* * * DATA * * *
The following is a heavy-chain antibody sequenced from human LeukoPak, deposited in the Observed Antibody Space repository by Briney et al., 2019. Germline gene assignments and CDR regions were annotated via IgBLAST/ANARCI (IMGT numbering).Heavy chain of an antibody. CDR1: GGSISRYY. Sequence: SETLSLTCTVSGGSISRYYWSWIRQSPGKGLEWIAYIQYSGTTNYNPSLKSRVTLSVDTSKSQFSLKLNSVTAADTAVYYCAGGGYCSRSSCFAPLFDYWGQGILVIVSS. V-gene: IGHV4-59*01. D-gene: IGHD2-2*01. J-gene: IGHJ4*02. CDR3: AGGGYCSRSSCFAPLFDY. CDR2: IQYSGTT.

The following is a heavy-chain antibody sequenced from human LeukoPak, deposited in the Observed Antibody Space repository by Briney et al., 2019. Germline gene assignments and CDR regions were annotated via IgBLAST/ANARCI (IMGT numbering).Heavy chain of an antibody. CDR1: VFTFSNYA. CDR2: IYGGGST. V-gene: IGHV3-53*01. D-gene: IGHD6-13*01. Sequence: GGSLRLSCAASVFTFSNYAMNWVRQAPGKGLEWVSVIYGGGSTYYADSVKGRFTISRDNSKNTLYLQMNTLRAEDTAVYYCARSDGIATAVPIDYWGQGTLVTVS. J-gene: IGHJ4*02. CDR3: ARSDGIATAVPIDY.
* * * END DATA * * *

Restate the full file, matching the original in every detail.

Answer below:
The following is a heavy-chain antibody sequenced from human LeukoPak, deposited in the Observed Antibody Space repository by Briney et al., 2019. Germline gene assignments and CDR regions were annotated via IgBLAST/ANARCI (IMGT numbering).Heavy chain of an antibody. CDR1: GGSISRYY. Sequence: SETLSLTCTVSGGSISRYYWSWIRQSPGKGLEWIAYIQYSGTTNYNPSLKSRVTLSVDTSKSQFSLKLNSVTAADTAVYYCAGGGYCSRSSCFAPLFDYWGQGILVIVSS. V-gene: IGHV4-59*01. D-gene: IGHD2-2*01. J-gene: IGHJ4*02. CDR3: AGGGYCSRSSCFAPLFDY. CDR2: IQYSGTT.

The following is a heavy-chain antibody sequenced from human LeukoPak, deposited in the Observed Antibody Space repository by Briney et al., 2019. Germline gene assignments and CDR regions were annotated via IgBLAST/ANARCI (IMGT numbering).Heavy chain of an antibody. CDR1: VFTFSNYA. CDR2: IYGGGST. V-gene: IGHV3-53*01. D-gene: IGHD6-13*01. Sequence: GGSLRLSCAASVFTFSNYAMNWVRQAPGKGLEWVSVIYGGGSTYYADSVKGRFTISRDNSKNTLYLQMNTLRAEDTAVYYCARSDGIATAVPIDYWGQGTLVTVS. J-gene: IGHJ4*02. CDR3: ARSDGIATAVPIDY.